92 terms

UP 357 Final


Terms in this set (...)

Collapsed civilizations
Sumer, Easter Island, Maya
Declined civilizations
Civilizations that were the exception
Egypt, China
Large-scale society in which resources are being depleted at an exponential rate and yet nothing is done to rectify the problem because (ruling elite are unwilling adapt)
House of cards
Society that has grown to be so large and include so many complex social institutions that it is inherently unstable and prone to collapse
Runaway train
Society whose continuing function depends on constant growth, cannot be sustained
Dubai (accessibility v. mobility)
Accessibility: Getting people where they need to go - shortening commute times. Mobility: Moving vehicles as fast as possible - super highways/freeways. What is Dubai designing for? Accessibility Paradox: Access is increased, but it impedes speed. (more intersections)
Factors in rise of Detroit
Auto industry, ton of jobs. Invented middle class- own home and own car
Factors in fall of Detroit
Henry Ford's assembly line - technology that doesn't require much skill, therefore
created a HUGE demand for an unskilled workforce. Lacking features of a vibrant city life - skilled labor, small enterprises, global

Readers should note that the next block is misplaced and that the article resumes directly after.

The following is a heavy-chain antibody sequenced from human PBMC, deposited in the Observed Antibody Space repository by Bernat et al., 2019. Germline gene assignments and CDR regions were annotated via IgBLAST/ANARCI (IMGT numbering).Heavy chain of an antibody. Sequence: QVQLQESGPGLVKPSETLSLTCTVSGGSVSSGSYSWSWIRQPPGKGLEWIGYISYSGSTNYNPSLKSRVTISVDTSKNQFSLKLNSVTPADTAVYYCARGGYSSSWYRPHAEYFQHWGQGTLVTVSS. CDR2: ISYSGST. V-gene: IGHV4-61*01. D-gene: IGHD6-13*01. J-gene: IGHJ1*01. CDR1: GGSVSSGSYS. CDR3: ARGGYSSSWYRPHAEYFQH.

connections. Monopolized the economy - drove small businesses and entrepreneurs out of town. Auto-industry - enabled people to spread out and become less dense (American
dream: car, single family home with a yard). White flight/racist policies
Rationales for downsizing/rightsizing Detroit
Too much sprawl, very big compared to some major cities, consolidate resources and abandon neighborhoods with only a few families. Convert those spots to agrarian urbanism (excellent for providing jobs, fresh and healthy local food, utilizing fallow land, and building community around gardening, etc)
Challenges against downsizing/rightsizing Detroit
Displaces people and agrarian urbanism is not enough to support an urban economy, for a city of 700,000 (or even 1/3 of that population). A city needs surplus production of goods and services to export
Seaside, Florida
Town designed on principles of New Urbanism. Seaside's commercial hub is located at the town centre. The streets are designed in a radiating street pattern with pedestrian alleys and open spaces located throughout the town. There is a mix of uses and residential types throughout the community. Individual housing units in Seaside are required to be different from other buildings, with designs ranging from styles such as Victorian, Neoclassical, Modern, Postmodern, and Deconstructivism.
Malmo, Bo01